The Real Difference Between Soy Sauce And Ponzu Sauce

Much like the country it hails from, Japanese food can range anywhere from culturally rich and complex, like the sukiyaki, to delicately simple like sashimi. According to Taiken Japan, soy sauce and ponzu are two of the top sauces within the Japanese cooking culture. Which, when you think about it, is no surprise in the case of soy sauce, which is easily and readily found at any Japanese restaurant across the United States. 

Normally, when you sit down at a Japanese restaurant, your table is probably already equipped with soy sauce, so many American diners are more knowledgeable about its existence. But ponzu? The Kicthn points out that it's not quite as famous outside of Japan in the same way that soy sauce is. But, when it's been around for over three millennia (via Serious Eats), can you really blame soy sauce for being that much more popular?

So, what's the difference between soy sauce and ponzu?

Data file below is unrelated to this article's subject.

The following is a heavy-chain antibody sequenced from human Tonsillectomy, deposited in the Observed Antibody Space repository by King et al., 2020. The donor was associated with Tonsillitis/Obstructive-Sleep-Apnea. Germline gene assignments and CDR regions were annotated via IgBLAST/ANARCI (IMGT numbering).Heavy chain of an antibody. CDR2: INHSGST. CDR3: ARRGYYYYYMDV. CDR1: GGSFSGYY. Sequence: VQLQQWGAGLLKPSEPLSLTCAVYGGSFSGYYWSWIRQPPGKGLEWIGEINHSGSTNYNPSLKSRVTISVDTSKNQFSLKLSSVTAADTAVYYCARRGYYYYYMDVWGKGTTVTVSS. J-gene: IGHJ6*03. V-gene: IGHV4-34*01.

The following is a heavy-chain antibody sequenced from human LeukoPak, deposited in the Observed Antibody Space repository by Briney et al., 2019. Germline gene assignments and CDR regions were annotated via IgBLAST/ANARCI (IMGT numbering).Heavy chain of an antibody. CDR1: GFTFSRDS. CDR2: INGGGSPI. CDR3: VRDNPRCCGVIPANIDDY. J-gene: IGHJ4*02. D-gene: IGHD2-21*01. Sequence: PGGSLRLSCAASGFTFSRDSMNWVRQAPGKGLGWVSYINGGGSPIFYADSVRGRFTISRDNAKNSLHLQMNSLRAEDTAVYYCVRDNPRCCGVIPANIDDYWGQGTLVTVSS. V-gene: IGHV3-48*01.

Soy sauce and ponzu sauce may have a slightly similar color, but they are two completely different sauces and are paired distinctly with different dishes due to their different flavor profiles (via Spiceography). Ponzu is made using rice wine, rice vinegar, bonito fish flakes, and citrus (via Serious Eats). Because of its ingredients, ponzu gives off a much lighter, delicate, and citrusy taste when used as a marinade or a dipping sauce. Soy sauce, on the other hand, is essentially fermented soybean liquid with salt water. Its flavor is rich and salty.

According to Spiceography, ponzu pairs well with things like tempura, gyoza, meats, and works well as a base for a salad dressing. Although soy sauce can be used as a substitute, it is normally used to give foods a bit of salty punchiness, but can work well in things like meats, fish, and veggies (via Kikkoman). It's also worth pointing out that there's a hybrid sauce that combines ponzu that soy sauces. It's technically known as ponzu shoyu but is frequently referred to as just ponzu.